“The facts, ma’am. Nothing but the facts.” -- Sergeant Joe Friday, Dragnet
List of All Questions Answered Below
1. What is "Clean Money Campaign Reform?"
Clean Money Campaign Reform is a movement to provide qualified candidates who can prove a strong base of support a set amount of public funds to run for office. Candidates who chose to qualify agree to limit their spending and reject contributions from private sources.
In California, our goal is to establish this system for those running for State Assembly, State Senate, and Statewide offices [Gov., Lt. Gov., Attorney General, Secretary of State, Treasurer, Controller, Insurance Commissioner, Superintendent of Public Instruction, Board of Equalization]. Candidates will qualify as "Clean Money Candidates," or "participating" candidates, and receive a public grant for the primary and general elections, if they are successful raising a required number of $5 contributions and signatures of support from residents within the district they hope to represent. Candidates have a choice NOT to run as "Clean Money candidates" as well, and may run as "non-participating" candidates who commit to the more "traditional" approach of raising only private sources of funds to run for office.
3. Doesn't McCain-Feingold Solve most of the Problems with our Campaign Finance System?
There is no question this CONGRESSIONAL legislation, which bans "soft money" contributions - unregulated funds spent on behalf of candidates through political parties - are a step in the right direction. However, even the sponsors will tell you it won't solve the crisis in our campaign finance system. First of all, their rules only affect FEDERAL races - for the U.S. House and Senate - NOT for State of California offices or Legislature. Second, both bills DOUBLE the amount of "hard money," or direct contributions to candidates allowed. As these limits are "per election," a typical candidate for the House of Representatives can still receive $4,000 from a single individual per election cycle -- $2,000 for the primary election, and $2,000 for the general election. Therefore, the link between special interest donors and candidates/elected leaders will not be severed, and ultimately access will still be granted to these larger donors and special interests.
4. Would "Clean Money" completely overhaul the current campaign finance system in California?
Clean Money Campaign Reform is a voluntary system of public finance, providing not an overhaul - but an alternative - to the more traditional system of campaigns funded by wealthy individuals and large private interests. Candidates can choose to try and qualify for Clean Money public funds, or opt to follow the more "traditional" system of raising private funds.
5. Will candidates who qualify for Clean Money receive sufficient funds to run a competitive campaign?
Candidates who qualify for Clean Money funding will get the average dollar amount spent by those seeking that office in recent elections. One great advantage to the system is that participating candidates will no longer have fundraising expenses. So, Clean Money Campaign Reform will help hold down the overall cost of campaigns, as the grant given to qualifying candidates can go directly to getting their message to voters.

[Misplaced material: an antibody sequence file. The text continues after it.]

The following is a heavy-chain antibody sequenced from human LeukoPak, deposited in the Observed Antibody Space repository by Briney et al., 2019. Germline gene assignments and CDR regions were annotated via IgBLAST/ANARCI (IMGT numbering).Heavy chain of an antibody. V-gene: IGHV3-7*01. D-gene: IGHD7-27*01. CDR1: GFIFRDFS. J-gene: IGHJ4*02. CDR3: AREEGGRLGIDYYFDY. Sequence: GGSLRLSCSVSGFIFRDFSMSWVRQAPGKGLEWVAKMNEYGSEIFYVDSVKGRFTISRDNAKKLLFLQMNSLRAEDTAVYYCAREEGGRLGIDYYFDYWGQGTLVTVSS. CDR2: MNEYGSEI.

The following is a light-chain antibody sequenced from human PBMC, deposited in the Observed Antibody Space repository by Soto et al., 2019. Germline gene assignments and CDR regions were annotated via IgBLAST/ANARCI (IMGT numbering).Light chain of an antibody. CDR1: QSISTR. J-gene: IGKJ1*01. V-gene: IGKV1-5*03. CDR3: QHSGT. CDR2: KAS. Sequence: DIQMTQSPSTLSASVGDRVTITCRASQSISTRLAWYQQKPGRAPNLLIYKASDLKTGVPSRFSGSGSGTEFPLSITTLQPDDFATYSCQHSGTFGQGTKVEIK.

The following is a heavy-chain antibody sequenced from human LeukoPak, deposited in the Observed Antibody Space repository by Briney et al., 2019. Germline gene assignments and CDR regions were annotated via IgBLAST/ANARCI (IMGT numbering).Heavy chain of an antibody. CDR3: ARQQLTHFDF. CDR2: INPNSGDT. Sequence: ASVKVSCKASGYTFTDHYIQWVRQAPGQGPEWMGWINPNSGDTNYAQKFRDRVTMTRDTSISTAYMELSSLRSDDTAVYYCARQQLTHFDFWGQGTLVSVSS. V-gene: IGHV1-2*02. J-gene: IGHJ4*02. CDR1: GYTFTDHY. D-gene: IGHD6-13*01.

6. Won't participating "Clean Money candidates" still get outspent by wealthy, self-financed candidates who can spend as much as they want?
Under Clean Money Campaign Reform, participating candidates will get a dollar-for-dollar match, up to a set limit, if a non-participating opponent spends more than the basic public financing grant, or if said participating candidate is the target of an independent expenditure. This won't mean an unlimited amount of money, but non-participating candidates will have to think twice before deciding they want to surpass the Clean Money cap, and be responsible for additional public funds going to their opponent. Further, recent history shows there is a limit to how much buying of an election the public will tolerate in California.
7. Will candidates be willing to adopt a Clean Money System?
There are strong incentives for candidates to try and qualify as "Clean Money candidates." No elected official should have to spend the vast amounts of time raising money that the current system demands. No challenger looks forward to the task of trying to raise the huge sums of money required to mount a viable campaign against an incumbent. In fact, these obstacles discourage many good candidates from running for office. Moreover, what candidate or elected official enjoys the public perception that they are compromised by their acceptance of large contributions from special interests?
8. Won't the "usual suspects" run for and win political office under Clean Money Campaign Reform?
Clean Money Campaign Reform encourages more competitive elections, especially because it provides funding for Party primaries as well as general election campaigns. It empowers candidates with no personal wealth or access to big financial contributors - but who have a proven base of public support - the means to compete for office with the "usual suspects." In their defense, incumbents and the more familiar faces who decide to run as "Clean Money candidates" will be freed of the pressures to grant access to large donors and special interest contributors that they have faced in the past, which is, after all, one of the major objectives of Clean Money Campaign Reform.